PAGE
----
Our committee system remains the hub, the fuse box for 2/3 of our legislative intervention vehicle. The leadership of our committees have been carefully chosen bearing this in mind. In this vein distinguished colleagues, it is imperative that we take committee work very seriously as it is the heartbeat of everything that we do as legislators.
Therefore, the leadership of committees must ensure regular meeting of members; that reports referred to it are treated with dispatch and oversight visitations and reporting are thorough and professionally carried out.

Distinguished colleagues, before we proceeded on the end of year recess, we constituted the Senate Ad-Hoc Committee on Constitutional Review. I would like to urge the committee to consolidate the various items that the 7th Senate had exhaustively considered and passed as key areas to concentrate upon. This in my view will ensure that the process is expedited and the cost reduced significantly in line with our fiscal consolidation objectives. In this regards all unnecessary travels and tours should be eliminated.
It is my view that the committee should send in their report to plenary for passage on or before the 30th of June 2016.

Distinguished colleagues, may I use this opportunity to thank our distinguished colleagues, who were in my company to receive and meet with the MD of IMF, Ms. Christine Lagarde on Wednesday the 6th of January in the Senate President’s Office. This month’s visit and meetings with the IMF reflects the importance that international financial institutions place on the role of the National Assembly in helping to create the conditions to support economic reform and growth. This is reflected in the continued strength and importance of the IMF/World Bank Group’s Parliamentary Network – a body that we recommended should be strengthened further.
We have made it clear that the 8th National Assembly will provide the legislative support and leadership to help develop competitive and dynamic markets supporting job creation, infrastructure development, entrepreneurship and create necessary environment where investment can thrive and the cost of business failure is significantly reduced.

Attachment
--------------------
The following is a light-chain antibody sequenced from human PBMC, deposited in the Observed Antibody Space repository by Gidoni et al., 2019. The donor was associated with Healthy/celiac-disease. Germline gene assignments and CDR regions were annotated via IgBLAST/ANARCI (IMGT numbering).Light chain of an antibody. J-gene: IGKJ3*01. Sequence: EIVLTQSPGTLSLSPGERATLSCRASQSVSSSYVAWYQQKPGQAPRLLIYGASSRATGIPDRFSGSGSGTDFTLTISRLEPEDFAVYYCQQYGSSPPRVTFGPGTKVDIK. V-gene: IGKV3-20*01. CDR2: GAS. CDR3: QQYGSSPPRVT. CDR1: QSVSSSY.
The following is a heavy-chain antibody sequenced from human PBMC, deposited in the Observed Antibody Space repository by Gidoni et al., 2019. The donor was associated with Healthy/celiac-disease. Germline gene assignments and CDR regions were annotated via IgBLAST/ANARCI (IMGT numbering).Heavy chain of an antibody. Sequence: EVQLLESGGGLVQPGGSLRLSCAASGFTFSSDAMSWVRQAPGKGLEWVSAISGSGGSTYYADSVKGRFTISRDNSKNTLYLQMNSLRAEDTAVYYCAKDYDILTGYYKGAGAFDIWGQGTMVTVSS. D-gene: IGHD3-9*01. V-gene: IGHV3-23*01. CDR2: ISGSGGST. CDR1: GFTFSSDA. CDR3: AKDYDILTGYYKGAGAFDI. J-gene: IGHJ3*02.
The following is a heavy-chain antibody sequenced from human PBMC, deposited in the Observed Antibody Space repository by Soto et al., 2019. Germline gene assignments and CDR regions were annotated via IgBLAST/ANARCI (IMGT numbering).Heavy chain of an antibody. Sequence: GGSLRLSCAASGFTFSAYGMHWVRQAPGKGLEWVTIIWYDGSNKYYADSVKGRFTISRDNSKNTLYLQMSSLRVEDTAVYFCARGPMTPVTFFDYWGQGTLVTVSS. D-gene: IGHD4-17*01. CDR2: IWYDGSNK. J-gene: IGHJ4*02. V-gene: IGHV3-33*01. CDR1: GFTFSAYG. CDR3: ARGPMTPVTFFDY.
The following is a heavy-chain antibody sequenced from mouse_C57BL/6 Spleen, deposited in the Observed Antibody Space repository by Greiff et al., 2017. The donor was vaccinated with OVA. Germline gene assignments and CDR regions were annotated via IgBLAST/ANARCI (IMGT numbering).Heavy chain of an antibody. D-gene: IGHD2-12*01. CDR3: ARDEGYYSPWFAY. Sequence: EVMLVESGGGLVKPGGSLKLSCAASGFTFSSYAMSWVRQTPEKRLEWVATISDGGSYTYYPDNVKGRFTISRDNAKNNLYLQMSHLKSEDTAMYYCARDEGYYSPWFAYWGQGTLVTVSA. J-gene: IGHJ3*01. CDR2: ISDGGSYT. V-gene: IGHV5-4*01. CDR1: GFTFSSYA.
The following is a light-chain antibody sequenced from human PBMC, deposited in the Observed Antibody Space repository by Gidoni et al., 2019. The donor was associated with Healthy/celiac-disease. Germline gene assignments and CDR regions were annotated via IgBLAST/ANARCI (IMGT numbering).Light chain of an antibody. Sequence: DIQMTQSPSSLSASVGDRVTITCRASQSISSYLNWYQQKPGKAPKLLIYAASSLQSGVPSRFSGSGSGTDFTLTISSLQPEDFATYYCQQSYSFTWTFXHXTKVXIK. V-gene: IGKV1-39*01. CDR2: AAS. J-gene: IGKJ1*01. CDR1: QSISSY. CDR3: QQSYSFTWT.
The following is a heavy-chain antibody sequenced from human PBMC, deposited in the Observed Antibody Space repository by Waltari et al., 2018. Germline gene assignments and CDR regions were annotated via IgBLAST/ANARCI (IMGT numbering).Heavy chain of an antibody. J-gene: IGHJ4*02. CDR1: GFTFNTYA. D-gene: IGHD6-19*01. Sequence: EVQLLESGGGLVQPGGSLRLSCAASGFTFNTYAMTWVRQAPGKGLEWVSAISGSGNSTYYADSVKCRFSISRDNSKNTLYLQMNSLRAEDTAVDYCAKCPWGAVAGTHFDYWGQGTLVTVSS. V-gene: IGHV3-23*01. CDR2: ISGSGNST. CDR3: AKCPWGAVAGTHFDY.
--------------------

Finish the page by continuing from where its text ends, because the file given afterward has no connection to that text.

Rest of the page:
The signing of “The Enhancing Nigerian Advocacy for Better Business Environment Project”, a National Assembly business and investment roundtable initiative, with developmental organizations, is also another vital step we are taking in order to begin the process of transforming our business environment towards remarkable economic growth.
As I have recently commented, part of our agenda for economic renewal and development must also include relaxing today’s strict Foreign Exchange policy. I am happy to note that the Central Bank has moved quickly to review and relax some of these restrictions. We must continue to engage our critical institutions and proffer constructive opinions that would help improve performance. The CBN has taken the right steps towards a more vibrant forex market in order to keep the confidence of the market and maintain a sustainable market disparity. This will in no small way improve the current challenges small businesses already face as a result of the rapidly declining oil prices and access to foreign exchange.

I know many global financial institutions support this move, as well as the introduction of a greater range of low interest loans for SMEs. We must find ways to encourage entrepreneurship, not hold it back. Connected to this, is the broader issue of devaluation. The Central Bank must broadly consider carefully its measures on this matter.

The elections were only the first chapter of this story of reform. As the Senate, we must still collectively earn the right to implement challenging and transforming programmes, by leaving no doubt in the minds of Nigerians – and the international community – about our commitment and loyalty to democratic governance.
Action must be accompanied by accountability. How we get things done, is as important as getting them done. The inability to recognize the value of process, and utility of procedure, has been at the heart of the failings of past governments and National Assemblies. We must reconnect abstract principles of rule of law, equitable and transparent governance, with intuitive notions of fairness – notions that, I believe, receive almost universal acceptance across Nigeria.

We must demonstrate that a strengthened democracy can be used for the betterment of everyone. People must see and feel the impact of the laws we will pass in their communities, on their streets, and in their pockets.

While we may do all within our power, we will not be as successful as possible without the support and encouragement of the general public. I therefore enjoin the public to work with us and bring to our attention issues of corruption and impunity. With limited resources we cannot afford wastages. We cannot do it alone, we need your cooperation especially on information and we will play our part.

It is on this balance of efficacy and accountability that I wish the Senate to be judged in 2016. A Senate in slumber cannot meet the aspirations of a restless nation. A Senate sealed from those whom it is accountable to, cannot legitimately ask for their trust.
2016 must be a year of transparency and delivery!

What do you think?

Wizkid stole from me – Dammy Krane

Missing 2016 budget ‘April fool’ – Dogara